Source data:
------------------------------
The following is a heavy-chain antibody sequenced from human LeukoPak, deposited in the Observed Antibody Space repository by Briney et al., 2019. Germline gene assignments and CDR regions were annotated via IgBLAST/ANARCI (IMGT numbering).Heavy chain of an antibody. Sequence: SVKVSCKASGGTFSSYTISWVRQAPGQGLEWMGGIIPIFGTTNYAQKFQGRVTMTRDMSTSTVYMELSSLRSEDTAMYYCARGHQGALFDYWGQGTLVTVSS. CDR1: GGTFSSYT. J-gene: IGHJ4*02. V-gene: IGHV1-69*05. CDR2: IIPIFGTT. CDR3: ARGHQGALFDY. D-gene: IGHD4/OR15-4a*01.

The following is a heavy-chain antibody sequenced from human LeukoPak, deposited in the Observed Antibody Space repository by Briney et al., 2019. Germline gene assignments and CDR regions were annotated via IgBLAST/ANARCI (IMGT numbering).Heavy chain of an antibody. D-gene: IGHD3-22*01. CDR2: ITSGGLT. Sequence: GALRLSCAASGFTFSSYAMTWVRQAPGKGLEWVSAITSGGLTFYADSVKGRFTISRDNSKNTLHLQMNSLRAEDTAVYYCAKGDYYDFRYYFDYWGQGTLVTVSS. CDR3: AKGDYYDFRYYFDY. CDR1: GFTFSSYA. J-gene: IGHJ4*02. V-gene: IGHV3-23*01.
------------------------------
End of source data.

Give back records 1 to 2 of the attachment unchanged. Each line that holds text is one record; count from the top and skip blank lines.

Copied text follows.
The following is a heavy-chain antibody sequenced from human LeukoPak, deposited in the Observed Antibody Space repository by Briney et al., 2019. Germline gene assignments and CDR regions were annotated via IgBLAST/ANARCI (IMGT numbering).Heavy chain of an antibody. Sequence: SVKVSCKASGGTFSSYTISWVRQAPGQGLEWMGGIIPIFGTTNYAQKFQGRVTMTRDMSTSTVYMELSSLRSEDTAMYYCARGHQGALFDYWGQGTLVTVSS. CDR1: GGTFSSYT. J-gene: IGHJ4*02. V-gene: IGHV1-69*05. CDR2: IIPIFGTT. CDR3: ARGHQGALFDY. D-gene: IGHD4/OR15-4a*01.

The following is a heavy-chain antibody sequenced from human LeukoPak, deposited in the Observed Antibody Space repository by Briney et al., 2019. Germline gene assignments and CDR regions were annotated via IgBLAST/ANARCI (IMGT numbering).Heavy chain of an antibody. D-gene: IGHD3-22*01. CDR2: ITSGGLT. Sequence: GALRLSCAASGFTFSSYAMTWVRQAPGKGLEWVSAITSGGLTFYADSVKGRFTISRDNSKNTLHLQMNSLRAEDTAVYYCAKGDYYDFRYYFDYWGQGTLVTVSS. CDR3: AKGDYYDFRYYFDY. CDR1: GFTFSSYA. J-gene: IGHJ4*02. V-gene: IGHV3-23*01.